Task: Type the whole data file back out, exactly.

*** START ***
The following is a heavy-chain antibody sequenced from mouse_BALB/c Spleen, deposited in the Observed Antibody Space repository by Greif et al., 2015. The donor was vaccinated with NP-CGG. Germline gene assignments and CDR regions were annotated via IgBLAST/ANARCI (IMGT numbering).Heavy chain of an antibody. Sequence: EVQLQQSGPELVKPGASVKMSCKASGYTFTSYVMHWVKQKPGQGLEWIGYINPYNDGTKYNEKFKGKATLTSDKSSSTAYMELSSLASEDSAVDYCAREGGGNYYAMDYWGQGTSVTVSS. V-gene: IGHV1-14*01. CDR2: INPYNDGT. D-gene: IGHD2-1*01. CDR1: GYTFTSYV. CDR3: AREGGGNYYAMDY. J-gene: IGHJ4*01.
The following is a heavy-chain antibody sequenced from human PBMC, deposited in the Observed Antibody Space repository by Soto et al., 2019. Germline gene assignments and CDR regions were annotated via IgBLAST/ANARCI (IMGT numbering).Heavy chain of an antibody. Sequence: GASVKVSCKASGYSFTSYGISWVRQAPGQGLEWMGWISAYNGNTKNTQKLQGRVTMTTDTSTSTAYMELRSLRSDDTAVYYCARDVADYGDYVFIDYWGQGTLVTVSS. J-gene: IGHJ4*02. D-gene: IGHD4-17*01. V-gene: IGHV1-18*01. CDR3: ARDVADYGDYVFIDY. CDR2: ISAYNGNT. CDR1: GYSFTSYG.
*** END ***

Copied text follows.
The following is a heavy-chain antibody sequenced from mouse_BALB/c Spleen, deposited in the Observed Antibody Space repository by Greif et al., 2015. The donor was vaccinated with NP-CGG. Germline gene assignments and CDR regions were annotated via IgBLAST/ANARCI (IMGT numbering).Heavy chain of an antibody. Sequence: EVQLQQSGPELVKPGASVKMSCKASGYTFTSYVMHWVKQKPGQGLEWIGYINPYNDGTKYNEKFKGKATLTSDKSSSTAYMELSSLASEDSAVDYCAREGGGNYYAMDYWGQGTSVTVSS. V-gene: IGHV1-14*01. CDR2: INPYNDGT. D-gene: IGHD2-1*01. CDR1: GYTFTSYV. CDR3: AREGGGNYYAMDY. J-gene: IGHJ4*01.
The following is a heavy-chain antibody sequenced from human PBMC, deposited in the Observed Antibody Space repository by Soto et al., 2019. Germline gene assignments and CDR regions were annotated via IgBLAST/ANARCI (IMGT numbering).Heavy chain of an antibody. Sequence: GASVKVSCKASGYSFTSYGISWVRQAPGQGLEWMGWISAYNGNTKNTQKLQGRVTMTTDTSTSTAYMELRSLRSDDTAVYYCARDVADYGDYVFIDYWGQGTLVTVSS. J-gene: IGHJ4*02. D-gene: IGHD4-17*01. V-gene: IGHV1-18*01. CDR3: ARDVADYGDYVFIDY. CDR2: ISAYNGNT. CDR1: GYSFTSYG.